If you want to succeed in business and improve your personal relationships, learn and master the principles taught in Dale Carnegie’s book, How to Win Friends and Influence People.

Learning how to win friends and influence people are important skills for two reasons:

  1. The abilities to get along with others and lead people effectively are necessary in all areas of your life. In business, technical knowledge will only get you so far, even if you are an expert in your field. If you lack people skills, it will be much more difficult to excel.

When it comes to personal relationships, if you don’t know how to communicate properly to avoid confrontation, you’ll constantly find yourself in an uphill battle with your loved ones.

  1. You’ll be in complete control. Whether you realize it or not, you are constantly being influenced. Sometimes in a positive way, and other times, not so much. Like any other concept, the art of influencing can be used for good or bad. If you are aware of the principles in Dale’s book, you are less likely to be unknowingly negatively influenced.

All the principles in the book are important to know. I did my best to pick the top 5 to share with you today. They all work interchangeably in life and in business. I’ll give you examples throughout to showcase how to use them in both of these areas.

Principle 1: Don’t Criticize, Condemn, or Complain.

Favorite Quote: “God himself, sir, does not propose to judge men until the end of his days.”

Why should you?

No matter how blatantly obvious it is that a person is dead wrong, they are very unlikely to admit it outright. We don’t like to be criticized and judged by others.

If you resort to condemning others in order to prove a point and win an argument, that will only cause the other person to come back twice as strong, determined to justify themselves.

Indulging in a back and forth battle is useless. Demoralizing people will never make them change their mind. In fact, it will make them clench that much harder to their opinion. And they will resent you for making them lose their sense of importance.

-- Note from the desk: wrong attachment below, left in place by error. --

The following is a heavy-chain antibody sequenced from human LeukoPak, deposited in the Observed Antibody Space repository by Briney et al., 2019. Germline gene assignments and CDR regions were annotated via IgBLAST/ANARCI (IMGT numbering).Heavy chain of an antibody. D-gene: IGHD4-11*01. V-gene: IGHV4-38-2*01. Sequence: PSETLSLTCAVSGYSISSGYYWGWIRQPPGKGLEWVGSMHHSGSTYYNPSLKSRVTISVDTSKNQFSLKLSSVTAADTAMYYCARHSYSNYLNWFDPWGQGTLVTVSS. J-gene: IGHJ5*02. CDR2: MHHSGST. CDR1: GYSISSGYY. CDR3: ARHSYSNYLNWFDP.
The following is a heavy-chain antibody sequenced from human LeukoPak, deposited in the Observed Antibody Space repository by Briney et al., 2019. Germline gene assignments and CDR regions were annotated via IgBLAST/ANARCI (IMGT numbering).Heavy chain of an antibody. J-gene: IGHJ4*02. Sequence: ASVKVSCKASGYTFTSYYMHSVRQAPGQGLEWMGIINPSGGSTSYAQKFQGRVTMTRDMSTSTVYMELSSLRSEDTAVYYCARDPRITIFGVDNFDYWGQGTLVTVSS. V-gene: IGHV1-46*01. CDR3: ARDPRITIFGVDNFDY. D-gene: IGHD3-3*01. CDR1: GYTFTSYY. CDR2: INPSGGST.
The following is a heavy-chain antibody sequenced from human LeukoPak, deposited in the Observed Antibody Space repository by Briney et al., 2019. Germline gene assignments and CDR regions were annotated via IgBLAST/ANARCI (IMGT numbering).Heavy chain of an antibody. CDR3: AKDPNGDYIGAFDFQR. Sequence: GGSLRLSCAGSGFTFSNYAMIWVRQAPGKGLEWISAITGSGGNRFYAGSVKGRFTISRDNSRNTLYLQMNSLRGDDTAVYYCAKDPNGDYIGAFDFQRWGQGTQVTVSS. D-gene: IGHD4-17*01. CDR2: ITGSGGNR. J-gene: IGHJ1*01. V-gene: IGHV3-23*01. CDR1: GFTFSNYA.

When you criticize people, you automatically put yourself at a disadvantage. It will be more challenging for you to make friends and influence people this way.

We are creatures of emotion.

This quote by Maya Angelo’s sums it up.

“People will forget what you said, people will forget what you did, but people will never forget how you made them feel.”

If you resort to criticism and condemnation to make others agree with you, they will resent you. Years can go by, and they may not remember what you did or said, but they will always remember how you made them feel.

When you genuinely consider the other person’s opinions and concerns, you put yourself at an advantage. You can use that insight to make them feel valued. Not only will they be more likely to agree with you, but they will also respect you for taking their opinions into account.

Principle #2: Give Honest and Sincere Appreciation

Favorite Quote: “I shall pass this way but once; any good, therefore, that I can do or any kindness that I can show to any human being, let me do it now. Let me not defer nor neglect it, for I shall not pass this way again.”

Instead of being quick to find fault in other people, stop and think what you can appreciate about them. We tend to mask the good in other people because we’re so busy focusing on the things we dislike about their character.